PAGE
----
While being grilled by a parliamentary committee, one major bank CEO has said it would be “dramatic” to end broker services.
As part of a review into the four major banks, NAB CEO Andrew Thorburn was the last remaining to be questioned.
The committee asked him questions on issues such as customer remediation, bankers’ remuneration and small business lending.
Early on in the Friday morning session, he was asked his thoughts about changing the way brokers were remunerated.
While not providing a direct answer to his own thoughts, he said, “I do think when the Sedgewick report was done there was a conversation about should they be paid an upfront fee for a simple and a complex loan, should we make it clearer when you pay a trail to them obviously that’s disclosed, but what they need to do for that.
“I think these things right now are under really serious investigation by our bank and also by the industry itself. I do think we haven’t got to the end of that process but I do think in short there needs to be some changes in this area.”
Later on in the session he was asked again about brokers.
Speaking about the emergence of mortgage brokers, Thorburn said, “I think in the mid-90s Aussie Home Loans came into the market and reduced the standard variable rate. The brokers started to grow out of that because there were more products, introductory rates, fixed rates, split rates, so there was a blizzard of new product innovation and I think brokers stepped in, I think for two reasons.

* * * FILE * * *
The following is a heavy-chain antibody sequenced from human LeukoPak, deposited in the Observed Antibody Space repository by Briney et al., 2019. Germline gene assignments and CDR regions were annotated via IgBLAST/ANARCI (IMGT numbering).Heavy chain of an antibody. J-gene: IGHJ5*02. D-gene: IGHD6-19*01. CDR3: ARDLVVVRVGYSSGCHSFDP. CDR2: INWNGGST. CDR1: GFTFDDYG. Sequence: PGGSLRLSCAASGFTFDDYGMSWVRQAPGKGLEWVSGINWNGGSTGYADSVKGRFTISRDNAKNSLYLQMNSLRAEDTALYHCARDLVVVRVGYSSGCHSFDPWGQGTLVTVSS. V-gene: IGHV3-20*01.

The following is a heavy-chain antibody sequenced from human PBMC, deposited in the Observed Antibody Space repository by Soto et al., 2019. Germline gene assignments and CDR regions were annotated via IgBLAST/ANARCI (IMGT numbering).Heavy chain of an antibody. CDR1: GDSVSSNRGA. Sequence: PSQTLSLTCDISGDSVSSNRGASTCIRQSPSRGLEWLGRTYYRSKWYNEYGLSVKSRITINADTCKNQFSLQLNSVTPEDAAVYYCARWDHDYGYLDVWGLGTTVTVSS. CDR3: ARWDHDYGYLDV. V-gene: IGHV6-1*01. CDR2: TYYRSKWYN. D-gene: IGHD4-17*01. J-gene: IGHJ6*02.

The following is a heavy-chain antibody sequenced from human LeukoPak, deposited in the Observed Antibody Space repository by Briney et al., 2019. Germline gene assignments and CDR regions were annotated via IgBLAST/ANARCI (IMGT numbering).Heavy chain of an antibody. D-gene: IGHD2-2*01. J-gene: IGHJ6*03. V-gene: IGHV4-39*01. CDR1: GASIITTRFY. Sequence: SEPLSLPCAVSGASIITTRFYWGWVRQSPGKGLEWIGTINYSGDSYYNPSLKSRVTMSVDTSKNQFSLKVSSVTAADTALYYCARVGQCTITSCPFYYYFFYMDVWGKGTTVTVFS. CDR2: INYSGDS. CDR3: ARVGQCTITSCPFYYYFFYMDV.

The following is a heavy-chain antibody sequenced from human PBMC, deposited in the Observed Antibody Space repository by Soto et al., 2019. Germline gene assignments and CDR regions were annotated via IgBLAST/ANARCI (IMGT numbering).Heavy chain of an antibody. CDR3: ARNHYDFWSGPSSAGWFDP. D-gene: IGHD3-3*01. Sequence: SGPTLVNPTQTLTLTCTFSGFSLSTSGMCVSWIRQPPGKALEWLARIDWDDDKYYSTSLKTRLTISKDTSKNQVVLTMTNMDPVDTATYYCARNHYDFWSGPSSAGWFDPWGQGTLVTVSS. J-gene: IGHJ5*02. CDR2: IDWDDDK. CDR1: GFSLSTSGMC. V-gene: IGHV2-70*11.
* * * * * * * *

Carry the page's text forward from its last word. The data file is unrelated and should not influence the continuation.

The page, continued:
“The banks weren’t really focused on existing clients and really wanting to deal with them and help them. Banks were closing a lot of branches at the time, taking away that ability and brokers said we can help you navigate a very complex environment.
“I don’t think it was just about the products, it was about multiple properties and income and rural income and so there was a lot of complexity in the whole process, not just in the product and I think they stepped into that breach and they have grown as a result.”
Jason Falinski MP asked what Thorburn thought about closing the channel which was claimed had “been the prime source of misrepresenting people’s income”.
Thorburn said it would be “dramatic, extreme, given that 50% of the volume coming to banks goes through brokers”.
He added, “Those brokers are in many cases professionals, licenced, running small businesses. So the impact on the economy would be dramatic.
“But I think I would come back to we expect brokers to do certain things when they take details from customers to pass that in full to us. We make that decision ultimately on whether we extend credit to the customer, so we look at their income, we definitely go through in a great deal of detail their expenditure to make sure they can afford it.
“We require the customer, even though the broker is dealing with them, to be able to pay P&I back even if they’re getting interest only. And we require them to be able to afford 7.25% per annum as a minimum even though they’ll be paying a lot less in interest rates.
“So I do think we have got lots of checks and balances in that process and I do think while the broker market needs to evolve, they’re playing an important role.”